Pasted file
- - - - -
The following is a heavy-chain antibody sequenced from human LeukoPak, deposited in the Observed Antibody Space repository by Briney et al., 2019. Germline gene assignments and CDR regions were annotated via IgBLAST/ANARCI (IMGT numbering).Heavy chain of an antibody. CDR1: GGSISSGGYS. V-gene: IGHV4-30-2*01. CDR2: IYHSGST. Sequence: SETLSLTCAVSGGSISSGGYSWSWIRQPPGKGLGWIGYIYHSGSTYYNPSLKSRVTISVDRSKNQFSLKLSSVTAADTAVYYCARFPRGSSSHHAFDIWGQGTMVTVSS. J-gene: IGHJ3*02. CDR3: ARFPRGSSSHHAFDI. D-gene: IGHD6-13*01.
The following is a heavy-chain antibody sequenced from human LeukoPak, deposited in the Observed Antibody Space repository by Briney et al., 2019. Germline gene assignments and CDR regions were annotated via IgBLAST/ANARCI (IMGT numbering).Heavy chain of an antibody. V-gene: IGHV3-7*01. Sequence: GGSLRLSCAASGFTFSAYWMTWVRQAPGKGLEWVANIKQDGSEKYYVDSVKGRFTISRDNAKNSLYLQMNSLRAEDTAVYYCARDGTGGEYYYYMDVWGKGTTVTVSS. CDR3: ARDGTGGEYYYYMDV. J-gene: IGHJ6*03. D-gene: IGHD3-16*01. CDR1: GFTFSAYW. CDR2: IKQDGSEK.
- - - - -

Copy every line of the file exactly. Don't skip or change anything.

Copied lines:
The following is a heavy-chain antibody sequenced from human LeukoPak, deposited in the Observed Antibody Space repository by Briney et al., 2019. Germline gene assignments and CDR regions were annotated via IgBLAST/ANARCI (IMGT numbering).Heavy chain of an antibody. CDR1: GGSISSGGYS. V-gene: IGHV4-30-2*01. CDR2: IYHSGST. Sequence: SETLSLTCAVSGGSISSGGYSWSWIRQPPGKGLGWIGYIYHSGSTYYNPSLKSRVTISVDRSKNQFSLKLSSVTAADTAVYYCARFPRGSSSHHAFDIWGQGTMVTVSS. J-gene: IGHJ3*02. CDR3: ARFPRGSSSHHAFDI. D-gene: IGHD6-13*01.
The following is a heavy-chain antibody sequenced from human LeukoPak, deposited in the Observed Antibody Space repository by Briney et al., 2019. Germline gene assignments and CDR regions were annotated via IgBLAST/ANARCI (IMGT numbering).Heavy chain of an antibody. V-gene: IGHV3-7*01. Sequence: GGSLRLSCAASGFTFSAYWMTWVRQAPGKGLEWVANIKQDGSEKYYVDSVKGRFTISRDNAKNSLYLQMNSLRAEDTAVYYCARDGTGGEYYYYMDVWGKGTTVTVSS. CDR3: ARDGTGGEYYYYMDV. J-gene: IGHJ6*03. D-gene: IGHD3-16*01. CDR1: GFTFSAYW. CDR2: IKQDGSEK.